For nearly 200 years, the portraits of leaders at Harvard Divinity School were all of white men. Not until 2005 was the portrait of a woman included in the collection that hung on the mahogany-paneled walls of a vaulted-ceiling room with shields emblazoned on the windows, a room that exuded masculine tradition.
That first woman was Constance Buchanan, who was director of the school’s Women’s Studies in Religion Program for two decades and built it into an influential center for research on faith, gender, race and sexual orientation.
“Women students came to her office and said, ‘I don’t feel like I belong here — all I see on the walls are portraits of white men,’” Dr. Ann Braude, the current director of the program, said in an interview.
“Connie’s the one who made that an issue and did something about it and made sure women were represented in scholarship, in the curriculum, in the syllabus, in publications and had a voice,” Dr. Braude said. “She was the pioneer in advancing women’s voices at Harvard Divinity School.”
Ms. Buchanan died on Sept. 16 at her home in Manhattan. She was 73.
The cause was complications from Parkinson’s disease, according to Al Bingham, a longtime friend.
With her women’s studies program, which accepts five scholars a year to teach and work on books, Ms. Buchanan nurtured a nascent field of academic inquiry that focused on women as religious scholars and as the subject of religious scholarship. These scholars have gone on to teach at universities around the country and the world.
Ms. Buchanan was brought to the Harvard Divinity School in 1977 by Krister Stendahl, then the dean, who fought for the ordination of women, gay men and lesbians, and fought against the use of sexist language in Scriptures.
At the time, women divinity students were protesting the exclusion of women from theological studies and from religion in general.
“She was hired to be a bridge between the righteous anger of the young radical feminists in the divinity school classrooms, and the millennia of theological education that had been exclusively in the hands of men,” Dr. Braude said.
Ms. Buchanan gave permanent shape to the women’s studies program as an arena for credible feminist scholarship. She also ensured that the program would exist into the future by reaching out to philanthropists to build an endowment.
Harvard Divinity School, founded in 1816, did not accept women students until 1955, long after they had been accepted at other divinity schools and at many of Harvard’s other professional schools. Only when the school celebrated the 50th anniversary of admitting women in 2005 was Ms. Buchanan’s portrait displayed along with those of the men.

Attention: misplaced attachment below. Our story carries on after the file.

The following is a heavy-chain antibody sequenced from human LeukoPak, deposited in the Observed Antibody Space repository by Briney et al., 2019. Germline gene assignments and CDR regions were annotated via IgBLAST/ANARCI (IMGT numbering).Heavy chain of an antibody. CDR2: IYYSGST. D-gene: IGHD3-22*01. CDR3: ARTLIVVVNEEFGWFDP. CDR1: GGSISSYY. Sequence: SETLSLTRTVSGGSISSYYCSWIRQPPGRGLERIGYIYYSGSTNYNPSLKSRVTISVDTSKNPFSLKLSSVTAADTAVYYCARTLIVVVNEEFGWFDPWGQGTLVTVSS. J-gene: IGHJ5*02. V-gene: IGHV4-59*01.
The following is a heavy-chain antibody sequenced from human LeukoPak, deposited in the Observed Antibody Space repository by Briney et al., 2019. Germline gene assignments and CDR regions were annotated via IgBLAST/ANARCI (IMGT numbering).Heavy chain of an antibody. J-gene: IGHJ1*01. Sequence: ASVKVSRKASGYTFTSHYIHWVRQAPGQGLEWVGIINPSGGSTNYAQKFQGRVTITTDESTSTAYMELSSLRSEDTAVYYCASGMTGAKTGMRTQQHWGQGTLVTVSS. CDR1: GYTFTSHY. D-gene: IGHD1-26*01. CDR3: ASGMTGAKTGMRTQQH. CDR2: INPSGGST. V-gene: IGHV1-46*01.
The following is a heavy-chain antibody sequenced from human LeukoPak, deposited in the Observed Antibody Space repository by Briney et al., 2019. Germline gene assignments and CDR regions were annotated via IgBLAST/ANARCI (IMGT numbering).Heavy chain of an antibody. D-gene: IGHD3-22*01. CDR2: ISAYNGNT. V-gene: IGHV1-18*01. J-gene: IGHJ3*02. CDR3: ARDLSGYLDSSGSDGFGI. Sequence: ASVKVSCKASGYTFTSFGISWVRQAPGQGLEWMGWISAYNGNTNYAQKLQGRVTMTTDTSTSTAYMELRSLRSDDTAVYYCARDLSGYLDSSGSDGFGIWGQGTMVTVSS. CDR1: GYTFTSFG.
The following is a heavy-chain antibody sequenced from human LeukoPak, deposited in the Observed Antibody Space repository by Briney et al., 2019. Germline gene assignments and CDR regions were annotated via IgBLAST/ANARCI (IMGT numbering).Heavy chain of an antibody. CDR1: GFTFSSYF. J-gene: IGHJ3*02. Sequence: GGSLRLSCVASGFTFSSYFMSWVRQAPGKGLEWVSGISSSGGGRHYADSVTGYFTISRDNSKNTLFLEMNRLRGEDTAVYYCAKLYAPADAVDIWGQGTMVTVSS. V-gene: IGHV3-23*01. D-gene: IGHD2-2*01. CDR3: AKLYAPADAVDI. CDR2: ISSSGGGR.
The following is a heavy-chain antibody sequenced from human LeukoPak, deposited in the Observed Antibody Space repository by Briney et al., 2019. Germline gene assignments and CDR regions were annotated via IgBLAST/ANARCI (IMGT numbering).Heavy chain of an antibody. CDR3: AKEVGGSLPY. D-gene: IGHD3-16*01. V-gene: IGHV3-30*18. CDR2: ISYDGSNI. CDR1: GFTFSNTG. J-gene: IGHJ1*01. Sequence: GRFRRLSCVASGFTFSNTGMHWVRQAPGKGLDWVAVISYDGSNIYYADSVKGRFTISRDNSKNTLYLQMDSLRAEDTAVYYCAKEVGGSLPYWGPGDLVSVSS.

Speaking at the dedication of her portrait, Ms. Buchanan said: “I wanted the portrait to encourage women of different races, religions, classes and cultural backgrounds to boldly claim the school’s rich legacy, mission and authority as theirs too.”
Constance Hall Buchanan was born in Northampton, Mass., on June 19, 1947. Her father, the Rev. Albert Brown Buchanan, was head of the religion department at the Northfield Mount Herman School in Massachusetts before moving the family to New York City, where he served as rector at various churches. Her mother, Barbara (Masten) Buchanan, helped start the Women’s Talent Corps, which trained women for jobs in their low-income neighborhoods in the 1960s; it is now the Metropolitan College of New York.
Ms. Buchanan attended the Spence School, graduated from Barnard College in 1969 with a major in history, and received her master’s degree in history from Brown University in 1971.
She taught history at Bard College at Simon’s Rock in Great Barrington, Mass., a unit of Bard College in Annandale-on-Hudson, N.Y. After studying at Episcopal Divinity School in Cambridge, Mass., for two years on a Rockefeller fellowship, she was hired at Harvard Divinity School.
The Women’s Studies in Religion Program was founded in 1973, but Ms. Buchanan helped define it. She served as director until 1997, during which time she was a member of the divinity school faculty and associate dean. She also served for six years as special assistant to Harvard President Derek Bok.
She was the author of “Choosing to Lead: Women and the Crisis of American Values” (1996). The book examined the cultural barriers that have limited women’s participation in public life and argued that if they could break free of these strictures, women had the potential to create a more democratic vision of work and family that would include financial compensation for motherhood.
She left Harvard in 1997 to become a senior program officer in religion at the Ford Foundation, where she stayed until she retired in 2007.
Ms. Buchanan is survived by a niece, Katherine Tytus, and a nephew, John Tytus.